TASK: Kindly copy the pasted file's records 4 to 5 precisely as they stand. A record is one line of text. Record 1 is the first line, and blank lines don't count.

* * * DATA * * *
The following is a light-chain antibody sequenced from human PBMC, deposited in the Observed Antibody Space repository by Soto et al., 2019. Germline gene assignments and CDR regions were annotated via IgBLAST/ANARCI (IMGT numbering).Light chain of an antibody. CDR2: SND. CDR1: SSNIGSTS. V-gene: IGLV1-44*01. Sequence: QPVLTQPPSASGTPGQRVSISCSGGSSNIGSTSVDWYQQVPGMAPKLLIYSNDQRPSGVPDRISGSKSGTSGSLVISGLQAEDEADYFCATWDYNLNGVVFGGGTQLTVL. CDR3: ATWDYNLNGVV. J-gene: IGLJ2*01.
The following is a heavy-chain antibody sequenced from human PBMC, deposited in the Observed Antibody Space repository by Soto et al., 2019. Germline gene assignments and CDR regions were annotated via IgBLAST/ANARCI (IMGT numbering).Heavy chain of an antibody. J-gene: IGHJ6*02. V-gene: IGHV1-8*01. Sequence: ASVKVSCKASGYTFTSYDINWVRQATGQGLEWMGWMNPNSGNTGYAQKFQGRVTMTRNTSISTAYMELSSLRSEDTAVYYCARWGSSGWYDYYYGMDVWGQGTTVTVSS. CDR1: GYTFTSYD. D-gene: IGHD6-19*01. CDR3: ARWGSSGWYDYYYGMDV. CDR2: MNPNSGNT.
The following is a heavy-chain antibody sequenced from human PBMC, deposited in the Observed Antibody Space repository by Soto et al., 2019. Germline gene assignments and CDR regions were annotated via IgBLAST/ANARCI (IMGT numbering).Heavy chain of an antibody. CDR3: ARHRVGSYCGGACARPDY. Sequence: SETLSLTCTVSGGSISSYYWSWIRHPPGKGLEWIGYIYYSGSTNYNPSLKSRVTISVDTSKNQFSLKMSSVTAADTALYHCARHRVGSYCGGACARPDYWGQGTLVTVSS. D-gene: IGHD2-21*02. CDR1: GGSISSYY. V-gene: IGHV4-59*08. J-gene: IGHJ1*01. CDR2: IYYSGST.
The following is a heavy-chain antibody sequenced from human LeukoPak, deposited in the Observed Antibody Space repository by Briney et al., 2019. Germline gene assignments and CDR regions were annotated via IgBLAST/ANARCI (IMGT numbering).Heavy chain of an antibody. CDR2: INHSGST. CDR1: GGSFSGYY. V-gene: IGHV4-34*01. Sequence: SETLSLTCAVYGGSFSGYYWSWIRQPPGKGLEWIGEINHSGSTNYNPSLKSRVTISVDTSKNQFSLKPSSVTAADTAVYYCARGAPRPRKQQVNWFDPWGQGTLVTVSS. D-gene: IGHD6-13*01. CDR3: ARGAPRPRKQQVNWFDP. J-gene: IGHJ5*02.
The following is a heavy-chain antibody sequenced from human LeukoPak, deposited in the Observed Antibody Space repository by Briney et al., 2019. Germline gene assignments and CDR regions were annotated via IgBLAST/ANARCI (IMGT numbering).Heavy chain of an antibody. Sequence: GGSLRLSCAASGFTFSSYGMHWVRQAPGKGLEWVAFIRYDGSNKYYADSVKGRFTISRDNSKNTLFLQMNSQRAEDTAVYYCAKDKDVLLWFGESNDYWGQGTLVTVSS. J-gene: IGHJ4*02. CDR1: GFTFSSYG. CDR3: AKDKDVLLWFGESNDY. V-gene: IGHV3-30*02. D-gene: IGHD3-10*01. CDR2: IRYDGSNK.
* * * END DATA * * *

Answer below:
The following is a heavy-chain antibody sequenced from human LeukoPak, deposited in the Observed Antibody Space repository by Briney et al., 2019. Germline gene assignments and CDR regions were annotated via IgBLAST/ANARCI (IMGT numbering).Heavy chain of an antibody. CDR2: INHSGST. CDR1: GGSFSGYY. V-gene: IGHV4-34*01. Sequence: SETLSLTCAVYGGSFSGYYWSWIRQPPGKGLEWIGEINHSGSTNYNPSLKSRVTISVDTSKNQFSLKPSSVTAADTAVYYCARGAPRPRKQQVNWFDPWGQGTLVTVSS. D-gene: IGHD6-13*01. CDR3: ARGAPRPRKQQVNWFDP. J-gene: IGHJ5*02.
The following is a heavy-chain antibody sequenced from human LeukoPak, deposited in the Observed Antibody Space repository by Briney et al., 2019. Germline gene assignments and CDR regions were annotated via IgBLAST/ANARCI (IMGT numbering).Heavy chain of an antibody. Sequence: GGSLRLSCAASGFTFSSYGMHWVRQAPGKGLEWVAFIRYDGSNKYYADSVKGRFTISRDNSKNTLFLQMNSQRAEDTAVYYCAKDKDVLLWFGESNDYWGQGTLVTVSS. J-gene: IGHJ4*02. CDR1: GFTFSSYG. CDR3: AKDKDVLLWFGESNDY. V-gene: IGHV3-30*02. D-gene: IGHD3-10*01. CDR2: IRYDGSNK.